Saturday, March 31, 2012
Then again, we don't want to throw a bunch of cheap junk in our house just to keep costs down. Replacing windows down the road is a lot more difficult & expensive than, say, replacing counter tops. We don't necessarily need top of the line windows, but we want something better than average. We want good trim detail, low maintenance, and high energy efficiency.
We stopped at two retailers today. First came Window Option Specialists, which carries Marvin, Integrity, and Gerkin. The salesman there (who turned out to be a high school friend of my youngest brother) seemed knowledgeable and very interested in finding the right fit (not just the easiest or most expensive fit) for our house. He took all our info & will get back to us with an official quote a week later. The total was about $35K for Marvin. Integrity (a Marvin company) runs about 15% less than Marvin, they said. The quote came in at $28K. Both Marvin & Integrity supposedly specialize in the 100-year-old look that we're going for. Our builder put Marvin windows in his own half-million-dollar home.
Our second stop was at Lowes, where we looked at Pella windows. The millwork salesman was willing enough to plug our requirements into a computer and give us a quote on each window, but didn't seem at all interested in the big picture of our house. He basically just went down a checklist of options for each window, then gave us a price. We priced a few windows in Pella's 450 Pro line and came up with a total for the house of somewhere in the ballpark of $27K. Lowes didn't have much of a showroom, so we really don't have a good idea of what the windows would really look like or how they're constructed. In retrospect, we probably should have gone to the official Pella retail store rather than to a big box store.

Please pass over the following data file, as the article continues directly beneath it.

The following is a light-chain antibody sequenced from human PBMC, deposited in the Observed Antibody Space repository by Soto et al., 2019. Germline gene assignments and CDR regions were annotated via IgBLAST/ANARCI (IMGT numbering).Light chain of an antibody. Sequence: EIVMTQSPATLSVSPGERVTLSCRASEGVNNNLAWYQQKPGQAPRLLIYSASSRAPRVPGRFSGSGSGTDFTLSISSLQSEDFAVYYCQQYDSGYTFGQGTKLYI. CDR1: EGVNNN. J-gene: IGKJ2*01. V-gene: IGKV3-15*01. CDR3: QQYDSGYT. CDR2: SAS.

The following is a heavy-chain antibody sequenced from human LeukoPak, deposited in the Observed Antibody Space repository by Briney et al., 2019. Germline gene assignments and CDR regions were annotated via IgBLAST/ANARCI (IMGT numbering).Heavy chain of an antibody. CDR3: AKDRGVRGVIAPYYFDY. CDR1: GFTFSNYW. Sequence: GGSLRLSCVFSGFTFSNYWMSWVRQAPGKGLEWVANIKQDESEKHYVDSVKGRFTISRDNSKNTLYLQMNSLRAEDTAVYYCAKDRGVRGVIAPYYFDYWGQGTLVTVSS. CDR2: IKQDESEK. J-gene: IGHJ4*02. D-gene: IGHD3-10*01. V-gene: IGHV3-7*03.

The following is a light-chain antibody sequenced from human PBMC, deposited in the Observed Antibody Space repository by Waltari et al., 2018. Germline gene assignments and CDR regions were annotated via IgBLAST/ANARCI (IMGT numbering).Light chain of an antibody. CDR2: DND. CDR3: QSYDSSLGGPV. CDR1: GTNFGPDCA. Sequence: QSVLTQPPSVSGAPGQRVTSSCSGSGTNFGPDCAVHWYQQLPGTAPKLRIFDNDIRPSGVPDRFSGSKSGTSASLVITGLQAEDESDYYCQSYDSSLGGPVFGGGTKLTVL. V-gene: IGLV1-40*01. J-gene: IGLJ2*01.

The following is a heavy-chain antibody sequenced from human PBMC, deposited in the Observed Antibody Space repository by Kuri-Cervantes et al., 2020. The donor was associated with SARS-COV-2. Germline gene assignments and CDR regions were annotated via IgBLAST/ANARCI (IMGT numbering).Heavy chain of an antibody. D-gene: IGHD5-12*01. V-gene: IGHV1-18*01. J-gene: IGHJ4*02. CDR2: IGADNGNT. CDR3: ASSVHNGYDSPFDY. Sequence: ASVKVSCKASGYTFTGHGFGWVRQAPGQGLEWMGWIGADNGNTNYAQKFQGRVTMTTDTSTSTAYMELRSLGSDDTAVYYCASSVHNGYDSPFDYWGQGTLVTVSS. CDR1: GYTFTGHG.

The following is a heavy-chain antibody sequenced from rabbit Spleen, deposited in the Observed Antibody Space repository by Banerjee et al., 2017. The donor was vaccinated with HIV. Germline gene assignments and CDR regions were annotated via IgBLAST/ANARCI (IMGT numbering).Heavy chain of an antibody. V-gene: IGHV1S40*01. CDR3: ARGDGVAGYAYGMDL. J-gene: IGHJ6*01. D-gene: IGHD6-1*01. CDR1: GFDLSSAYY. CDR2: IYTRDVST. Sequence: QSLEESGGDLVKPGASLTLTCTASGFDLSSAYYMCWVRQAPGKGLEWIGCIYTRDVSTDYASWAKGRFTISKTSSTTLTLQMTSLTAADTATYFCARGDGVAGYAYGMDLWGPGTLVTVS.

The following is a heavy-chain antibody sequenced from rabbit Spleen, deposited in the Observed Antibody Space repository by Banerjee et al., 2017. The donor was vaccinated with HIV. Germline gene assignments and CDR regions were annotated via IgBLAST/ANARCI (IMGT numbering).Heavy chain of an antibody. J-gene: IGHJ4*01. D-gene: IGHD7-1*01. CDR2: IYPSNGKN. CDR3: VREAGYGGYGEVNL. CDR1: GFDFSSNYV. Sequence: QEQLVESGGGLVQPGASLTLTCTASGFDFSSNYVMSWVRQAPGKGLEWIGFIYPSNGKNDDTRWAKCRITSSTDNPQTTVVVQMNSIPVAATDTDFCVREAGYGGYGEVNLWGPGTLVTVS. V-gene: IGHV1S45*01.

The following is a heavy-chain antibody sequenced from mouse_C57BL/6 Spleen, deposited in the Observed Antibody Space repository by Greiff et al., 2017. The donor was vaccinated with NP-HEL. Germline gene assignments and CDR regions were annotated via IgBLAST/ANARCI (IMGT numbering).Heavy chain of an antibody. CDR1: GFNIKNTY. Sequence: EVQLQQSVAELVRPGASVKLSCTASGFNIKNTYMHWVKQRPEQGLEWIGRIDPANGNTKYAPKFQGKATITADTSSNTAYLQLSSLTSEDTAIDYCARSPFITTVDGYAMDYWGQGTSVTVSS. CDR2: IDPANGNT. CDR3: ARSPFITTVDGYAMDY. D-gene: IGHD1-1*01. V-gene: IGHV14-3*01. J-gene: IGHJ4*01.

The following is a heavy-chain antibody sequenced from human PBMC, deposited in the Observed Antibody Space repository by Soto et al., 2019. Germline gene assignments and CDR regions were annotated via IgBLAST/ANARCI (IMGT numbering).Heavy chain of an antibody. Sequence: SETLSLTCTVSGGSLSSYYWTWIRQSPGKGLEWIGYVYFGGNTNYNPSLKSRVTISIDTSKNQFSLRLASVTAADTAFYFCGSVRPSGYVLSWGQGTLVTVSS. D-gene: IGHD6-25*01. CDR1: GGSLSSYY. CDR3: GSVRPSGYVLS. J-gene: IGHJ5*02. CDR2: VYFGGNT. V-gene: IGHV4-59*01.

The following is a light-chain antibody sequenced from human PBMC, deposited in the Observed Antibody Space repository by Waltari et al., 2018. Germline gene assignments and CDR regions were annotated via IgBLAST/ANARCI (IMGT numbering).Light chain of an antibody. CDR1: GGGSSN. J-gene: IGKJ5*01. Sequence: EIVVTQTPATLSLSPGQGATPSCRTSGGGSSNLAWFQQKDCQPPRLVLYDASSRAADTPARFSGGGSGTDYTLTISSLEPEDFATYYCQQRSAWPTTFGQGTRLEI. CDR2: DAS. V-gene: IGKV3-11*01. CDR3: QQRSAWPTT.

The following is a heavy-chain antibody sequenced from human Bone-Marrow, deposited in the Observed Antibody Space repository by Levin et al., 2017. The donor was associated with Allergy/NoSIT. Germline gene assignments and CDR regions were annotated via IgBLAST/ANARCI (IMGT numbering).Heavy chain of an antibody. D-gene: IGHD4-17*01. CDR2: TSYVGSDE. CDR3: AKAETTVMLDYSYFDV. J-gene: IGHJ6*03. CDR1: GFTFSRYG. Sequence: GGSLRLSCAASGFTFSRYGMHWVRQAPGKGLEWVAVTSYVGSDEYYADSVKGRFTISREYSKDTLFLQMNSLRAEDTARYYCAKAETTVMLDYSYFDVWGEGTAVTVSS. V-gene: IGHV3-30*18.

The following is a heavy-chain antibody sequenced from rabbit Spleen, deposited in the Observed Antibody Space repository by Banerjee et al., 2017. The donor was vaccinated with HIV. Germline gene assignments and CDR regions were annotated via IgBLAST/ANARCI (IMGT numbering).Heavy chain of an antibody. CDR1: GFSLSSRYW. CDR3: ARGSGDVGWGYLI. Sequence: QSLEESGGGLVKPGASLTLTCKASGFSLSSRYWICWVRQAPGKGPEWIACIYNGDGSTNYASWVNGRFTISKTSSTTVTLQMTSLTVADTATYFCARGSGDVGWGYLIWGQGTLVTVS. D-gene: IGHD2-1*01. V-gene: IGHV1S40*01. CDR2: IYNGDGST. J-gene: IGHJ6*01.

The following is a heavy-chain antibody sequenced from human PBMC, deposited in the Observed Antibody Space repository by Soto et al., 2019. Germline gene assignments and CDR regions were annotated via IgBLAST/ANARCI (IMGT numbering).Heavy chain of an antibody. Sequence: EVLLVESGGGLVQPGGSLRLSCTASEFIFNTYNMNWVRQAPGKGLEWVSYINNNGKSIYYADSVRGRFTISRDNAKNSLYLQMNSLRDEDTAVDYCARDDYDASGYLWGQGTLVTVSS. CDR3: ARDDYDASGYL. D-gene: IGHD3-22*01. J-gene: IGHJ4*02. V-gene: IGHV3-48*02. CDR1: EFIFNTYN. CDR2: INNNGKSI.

We did just that a few days later, with much better results. Their ProLine is the middle of the road, and as cheap as they recommend if you want decent quality. Their Architect Series has the look we want, but is considerably more expensive than their ProLine. The difference is in the little details like having a taller bottom sash frame and old-school spoon latches. To me, the ProLine looks very pedestrian. Pella priced out our house at $20K for the ProLine, and didn't give us a quote for the Architect Series.
What we learned from this is that there could be a $15K swing in the price between medium grade and high end windows. We'll get more detailed quotes once we have the house plans nailed down and know exactly what size windows we need.